Whether they're ass-smashing Nachos Supreme with strippers, "Planking on Yo Bitch" all over South Beach, or overdosing on "Kush Smoke & Pussy" in a Miami Shores parking lot, O'Grime's L.Rey and Nikolais Javan are this city's most ridiculously rad rap team. Their YouTube vids routinely get 100,000 views. Their email inboxes are constantly flooded with nudie pics from fans of both sexes. They're even huge in Lithuania, thanks to last year's b-ball anthem, "Valanciunas (Big V Lithuanian Hero)," in honor of seven-foot phenom and fifth-overall NBA draft pick Jonas Valanciunas. But really, it all started in summer 2011 when these barely post-teen hip-hop pranksters debuted with a nine-song eponymous EP chockablock with funny, filthy tracks like "Domework," a drugged-out, dubsteppy cut about getting blowjobs while playing video games. And then it hit peak perversity just a few months ago when L.Rey and Niko finally followed up with a full-length slab — the equally horny, totally superhigh, and oh-so-swaggishly titled Pearl Necklace — whose NSFW cover art features a corseted set of boobies spattered with gobs of semen spelling out O'Grime. So yeah, they're young, wild, crazy, uncensored, and occasionally offensive. But that's how Miami has always liked its bangers — from Uncle Luke and 2 Live Crew to Disco Rick, Trick, and the Baddest Bitch. We just wanna get grimy in the 305.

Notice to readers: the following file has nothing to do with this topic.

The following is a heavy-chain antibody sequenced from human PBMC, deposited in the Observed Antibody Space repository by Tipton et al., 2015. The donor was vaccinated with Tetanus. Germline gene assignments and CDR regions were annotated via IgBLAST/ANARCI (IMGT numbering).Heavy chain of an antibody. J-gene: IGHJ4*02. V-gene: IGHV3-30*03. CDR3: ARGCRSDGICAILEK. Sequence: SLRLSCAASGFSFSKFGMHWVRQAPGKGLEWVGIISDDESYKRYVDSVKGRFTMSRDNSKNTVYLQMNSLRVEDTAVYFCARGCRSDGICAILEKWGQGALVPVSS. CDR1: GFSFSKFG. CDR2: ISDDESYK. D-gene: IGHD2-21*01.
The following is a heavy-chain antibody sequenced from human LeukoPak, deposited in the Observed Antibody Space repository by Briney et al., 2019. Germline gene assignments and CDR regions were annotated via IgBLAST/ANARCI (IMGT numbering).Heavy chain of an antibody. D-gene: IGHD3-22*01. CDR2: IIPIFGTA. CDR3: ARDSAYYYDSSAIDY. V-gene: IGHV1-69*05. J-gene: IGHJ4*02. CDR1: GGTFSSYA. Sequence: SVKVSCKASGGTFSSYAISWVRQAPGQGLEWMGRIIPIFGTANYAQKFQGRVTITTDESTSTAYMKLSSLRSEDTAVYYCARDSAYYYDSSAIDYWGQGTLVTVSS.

Bachamambo plays bachata criollo, a form of Dominican roots music that was born in country barrooms of the D.R. The style is a dance based on Dominican blues, with songs about getting drunk, losing your woman, and getting kicked out of the house. It's all set to an infectious beat that Latins call "pegajoso," as in sticky or extremely catchy. It's a guitar-driven style whose heroes are Luis Vargas, Raulín Rodríguez, and Luis Segura. The most popular song might be Luis Santos's "Corazón Culpable" ("Guilty Heart"). Bachamambo pays tribute to these greats with covers performed by the seven-piece band of guitars, bass, keyboard, tambora, timbales, and saxophone. They are six Dominicans and a Nicaraguan. Founder Raffy Quezada started the band in January 2009. You can see them live every Sunday night at Club Típico Dominicano in Allapattah, every Friday at Puerto Marino in Hialeah, and monthly at La Guira in Miami. They are available for booking and have found huge support from Hondurans and Nicaraguans, in addition to Cubans, Colombians, Puerto Ricans, and gringos. There was a time when Dominican radio would not play bachata, but in the past decade it has risen to the heights of popular Latin dance alongside salsa and merengue. Every time Bachamambo hits the stage, it keeps the audience drinking and dancing to the classics till the early morning.

Best Of Miami®

Best Of Miami®